The DNAinfo archives brought to you by WNYC.
Read the press release here.

These Renderings Could Show The Future Of Land Near CTA's Belmont Flyover

By Jessica Cabe | October 25, 2017 6:25am
 Neighbors gathered at Center on Halsted before the Red and Purple Modernization Phase One meeting on Monday. The CTA had detailed project information on boards in the lobby.
Neighbors gathered at Center on Halsted before the Red and Purple Modernization Phase One meeting on Monday. The CTA had detailed project information on boards in the lobby.
View Full Caption
DNAinfo/Jessica Cabe

LAKEVIEW — The CTA released new renderings of how a series of properties could look after the initial phase of the Red and Purple Modernization project is completed.

The CTA held a meeting Monday to discuss the renderings — which provide guidelines for development — as well as other details of the project that will modernize tracks and stations on both lines.

Here is what was discussed:

1. What is the Red and Purple Modernization project?

RPM Phase One, announced in 2014, will rebuild the Lawrence, Argyle, Berwyn and Bryn Mawr rail stations and more than a mile of adjacent tracks as part of a long-term plan to rebuild the Red and Purple lines and stations between Belmont and Linden.

The project also includes the construction of a Red-Purple flyover where the Red, Brown and Purple lines intersect north of the Belmont station. The project is designed to improve reliability and increase capacity.

To make this project possible, CTA will acquire 16 buildings and a handful of vacant lots surrounding the flyover area. Some of these buildings and lots will become transit-oriented developments after the modernization project is completed.

Because of their proximity to public transportation, transit-oriented developments are allowed to offer far fewer parking spaces than the city would otherwise require for projects of their size.

2. Funding

The CTA received a $1.25 million federal grant as part of the Federal Transit Administration's pilot program for transit-oriented developments. The CTA matched the grant to the tune of $312,500.

3. Timeline

From now through next year, preliminary work like engineering, utility relocation and property acquisition will be completed for phase one of the modernization project. Groundbreaking will take place at the end of next year, and construction will continue through the mid-2020s. After that, the nearby developments would get underway.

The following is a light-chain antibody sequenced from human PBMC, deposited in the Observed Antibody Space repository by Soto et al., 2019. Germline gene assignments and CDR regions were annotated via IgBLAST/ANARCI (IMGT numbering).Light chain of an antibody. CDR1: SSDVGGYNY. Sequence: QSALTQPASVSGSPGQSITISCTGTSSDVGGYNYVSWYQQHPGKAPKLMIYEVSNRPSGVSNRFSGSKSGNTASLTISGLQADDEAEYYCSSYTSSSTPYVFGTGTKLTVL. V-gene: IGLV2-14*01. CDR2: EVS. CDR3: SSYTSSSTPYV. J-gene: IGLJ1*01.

4. Development sites

The meeting covered various areas where redevelopment will occur. Based on feedback from the CTA's first community meeting in May, a list of principles and guidelines were created for each site. These guidelines will be shared with potential developers to encourage them to create projects the community wants to see.

Here's what's proposed:

Clark and Newport:


The CTA proposed wider sidewalks for the property at Clark and Newport, which is about a quarter-mile from Wrigley Field. If the Vautravers building, at 947-949 W. Newport Ave., is deemed sound enough, the historic building will be picked up and moved over to make room for the CTA work and subsequent development, which the CTA proposed to be a six-story building with about 30 residential units. It was suggested an emphasis be placed on developing within the scale and character of other nearby buildings.

3300 N. Clark St.


For the 3300 block of Clark, the proposal was to replace three parcels with one 200-foot-wide development with 30-35 residential units. The CTA recommended the development itself should not look like one monolithic structure.

Roscoe Street:


The area at Roscoe Street could be one of the most unique development projects of the bunch, with suggestions from the CTA to transform multiple buildings into one structure. The tracks being built at this site will reduce the amount of space overall for the development, so it seems most likely that one building will be developed. But because the building is right against multiple tracks, the CTA suggested a bar, civic institution or cultural center rather than residential units. If homes are pursued, however, they should be built higher up to offer unobstructed views of Wrigleyville.

Wilton Avenue:

The focus at Wilton Avenue, a residential street, should be on building structures at least three stories high to block the planned flyover at the Belmont station, according to the CTA. The suggestion is to plan for a mix of residential options, including multifamily buildings, stacked flats and town homes.

Common themes for all residential developments are no on-site parking and the inclusion of affordable housing units.

5. The CTA's pull

The CTA does not have the final say over what happens to the sites, but the agency is creating a plan to encourage developers to propose projects that meet the community's goals. 

One purpose of these meetings so early on is to get development projects off the ground as soon as possible after the first phase of the modernization project is complete, so lots and buildings don't sit empty for an extended period of time. The plans and guidelines will be shared with developers so they can get a head start on tackling the projects.

6. The next meeting

The third in this series of three community meetings on the project will take place in the spring or summer. During this meeting, the CTA will reveal final plan recommendations and discuss the next steps of the project.